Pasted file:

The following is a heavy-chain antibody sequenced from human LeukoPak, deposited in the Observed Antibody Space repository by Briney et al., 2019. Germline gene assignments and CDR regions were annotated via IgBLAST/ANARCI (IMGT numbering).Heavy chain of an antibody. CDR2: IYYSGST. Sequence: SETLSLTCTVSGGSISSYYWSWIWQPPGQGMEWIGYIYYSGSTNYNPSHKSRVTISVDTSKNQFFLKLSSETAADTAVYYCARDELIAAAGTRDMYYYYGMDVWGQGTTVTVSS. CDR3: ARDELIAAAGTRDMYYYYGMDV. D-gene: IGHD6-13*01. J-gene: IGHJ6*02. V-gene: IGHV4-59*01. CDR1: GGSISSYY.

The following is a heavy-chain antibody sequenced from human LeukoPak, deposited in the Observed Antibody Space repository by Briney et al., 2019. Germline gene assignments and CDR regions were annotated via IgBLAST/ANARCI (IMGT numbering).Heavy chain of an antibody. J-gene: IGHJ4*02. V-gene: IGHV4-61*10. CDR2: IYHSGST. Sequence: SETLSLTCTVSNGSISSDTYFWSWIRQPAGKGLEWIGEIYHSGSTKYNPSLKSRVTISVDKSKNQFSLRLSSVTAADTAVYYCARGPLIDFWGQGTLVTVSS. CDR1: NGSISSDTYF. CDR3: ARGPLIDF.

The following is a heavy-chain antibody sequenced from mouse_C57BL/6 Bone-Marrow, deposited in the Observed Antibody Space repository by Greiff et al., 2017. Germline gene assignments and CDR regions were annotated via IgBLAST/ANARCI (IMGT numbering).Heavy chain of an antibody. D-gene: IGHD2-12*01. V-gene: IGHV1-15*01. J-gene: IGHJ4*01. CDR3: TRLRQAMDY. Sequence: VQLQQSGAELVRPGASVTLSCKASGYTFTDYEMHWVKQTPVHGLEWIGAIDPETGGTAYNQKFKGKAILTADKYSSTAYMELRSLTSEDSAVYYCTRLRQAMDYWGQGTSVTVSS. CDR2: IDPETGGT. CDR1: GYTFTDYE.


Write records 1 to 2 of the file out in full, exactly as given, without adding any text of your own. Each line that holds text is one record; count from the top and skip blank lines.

The following is a heavy-chain antibody sequenced from human LeukoPak, deposited in the Observed Antibody Space repository by Briney et al., 2019. Germline gene assignments and CDR regions were annotated via IgBLAST/ANARCI (IMGT numbering).Heavy chain of an antibody. CDR2: IYYSGST. Sequence: SETLSLTCTVSGGSISSYYWSWIWQPPGQGMEWIGYIYYSGSTNYNPSHKSRVTISVDTSKNQFFLKLSSETAADTAVYYCARDELIAAAGTRDMYYYYGMDVWGQGTTVTVSS. CDR3: ARDELIAAAGTRDMYYYYGMDV. D-gene: IGHD6-13*01. J-gene: IGHJ6*02. V-gene: IGHV4-59*01. CDR1: GGSISSYY.

The following is a heavy-chain antibody sequenced from human LeukoPak, deposited in the Observed Antibody Space repository by Briney et al., 2019. Germline gene assignments and CDR regions were annotated via IgBLAST/ANARCI (IMGT numbering).Heavy chain of an antibody. J-gene: IGHJ4*02. V-gene: IGHV4-61*10. CDR2: IYHSGST. Sequence: SETLSLTCTVSNGSISSDTYFWSWIRQPAGKGLEWIGEIYHSGSTKYNPSLKSRVTISVDKSKNQFSLRLSSVTAADTAVYYCARGPLIDFWGQGTLVTVSS. CDR1: NGSISSDTYF. CDR3: ARGPLIDF.